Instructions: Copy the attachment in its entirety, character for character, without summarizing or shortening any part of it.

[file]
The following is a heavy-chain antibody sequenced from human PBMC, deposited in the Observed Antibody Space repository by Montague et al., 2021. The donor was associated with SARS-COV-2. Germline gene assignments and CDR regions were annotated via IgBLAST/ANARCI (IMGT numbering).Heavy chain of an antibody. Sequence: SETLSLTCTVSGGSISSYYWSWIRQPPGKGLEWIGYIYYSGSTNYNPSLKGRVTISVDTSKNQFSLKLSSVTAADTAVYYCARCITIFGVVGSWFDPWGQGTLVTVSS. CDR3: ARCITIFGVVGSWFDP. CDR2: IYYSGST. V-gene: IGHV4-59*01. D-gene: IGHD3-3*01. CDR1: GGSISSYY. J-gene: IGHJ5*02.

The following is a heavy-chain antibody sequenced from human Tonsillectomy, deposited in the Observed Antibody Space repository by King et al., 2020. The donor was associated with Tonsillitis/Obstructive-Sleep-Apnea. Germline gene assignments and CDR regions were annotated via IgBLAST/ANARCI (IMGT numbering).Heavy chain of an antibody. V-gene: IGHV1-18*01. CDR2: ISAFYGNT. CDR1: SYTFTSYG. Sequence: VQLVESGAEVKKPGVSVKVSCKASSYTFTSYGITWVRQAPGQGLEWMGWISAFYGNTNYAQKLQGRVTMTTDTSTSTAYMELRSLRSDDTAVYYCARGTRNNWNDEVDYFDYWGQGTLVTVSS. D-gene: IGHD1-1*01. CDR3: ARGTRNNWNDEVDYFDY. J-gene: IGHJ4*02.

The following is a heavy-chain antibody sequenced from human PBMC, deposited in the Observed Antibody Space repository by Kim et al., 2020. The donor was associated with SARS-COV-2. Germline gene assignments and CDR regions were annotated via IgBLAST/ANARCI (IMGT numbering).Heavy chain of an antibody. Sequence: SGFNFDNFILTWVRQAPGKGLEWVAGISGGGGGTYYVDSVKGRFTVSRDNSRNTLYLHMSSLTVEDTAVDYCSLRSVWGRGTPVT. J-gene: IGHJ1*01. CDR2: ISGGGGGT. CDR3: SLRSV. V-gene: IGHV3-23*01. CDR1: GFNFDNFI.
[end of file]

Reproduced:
The following is a heavy-chain antibody sequenced from human PBMC, deposited in the Observed Antibody Space repository by Montague et al., 2021. The donor was associated with SARS-COV-2. Germline gene assignments and CDR regions were annotated via IgBLAST/ANARCI (IMGT numbering).Heavy chain of an antibody. Sequence: SETLSLTCTVSGGSISSYYWSWIRQPPGKGLEWIGYIYYSGSTNYNPSLKGRVTISVDTSKNQFSLKLSSVTAADTAVYYCARCITIFGVVGSWFDPWGQGTLVTVSS. CDR3: ARCITIFGVVGSWFDP. CDR2: IYYSGST. V-gene: IGHV4-59*01. D-gene: IGHD3-3*01. CDR1: GGSISSYY. J-gene: IGHJ5*02.

The following is a heavy-chain antibody sequenced from human Tonsillectomy, deposited in the Observed Antibody Space repository by King et al., 2020. The donor was associated with Tonsillitis/Obstructive-Sleep-Apnea. Germline gene assignments and CDR regions were annotated via IgBLAST/ANARCI (IMGT numbering).Heavy chain of an antibody. V-gene: IGHV1-18*01. CDR2: ISAFYGNT. CDR1: SYTFTSYG. Sequence: VQLVESGAEVKKPGVSVKVSCKASSYTFTSYGITWVRQAPGQGLEWMGWISAFYGNTNYAQKLQGRVTMTTDTSTSTAYMELRSLRSDDTAVYYCARGTRNNWNDEVDYFDYWGQGTLVTVSS. D-gene: IGHD1-1*01. CDR3: ARGTRNNWNDEVDYFDY. J-gene: IGHJ4*02.

The following is a heavy-chain antibody sequenced from human PBMC, deposited in the Observed Antibody Space repository by Kim et al., 2020. The donor was associated with SARS-COV-2. Germline gene assignments and CDR regions were annotated via IgBLAST/ANARCI (IMGT numbering).Heavy chain of an antibody. Sequence: SGFNFDNFILTWVRQAPGKGLEWVAGISGGGGGTYYVDSVKGRFTVSRDNSRNTLYLHMSSLTVEDTAVDYCSLRSVWGRGTPVT. J-gene: IGHJ1*01. CDR2: ISGGGGGT. CDR3: SLRSV. V-gene: IGHV3-23*01. CDR1: GFNFDNFI.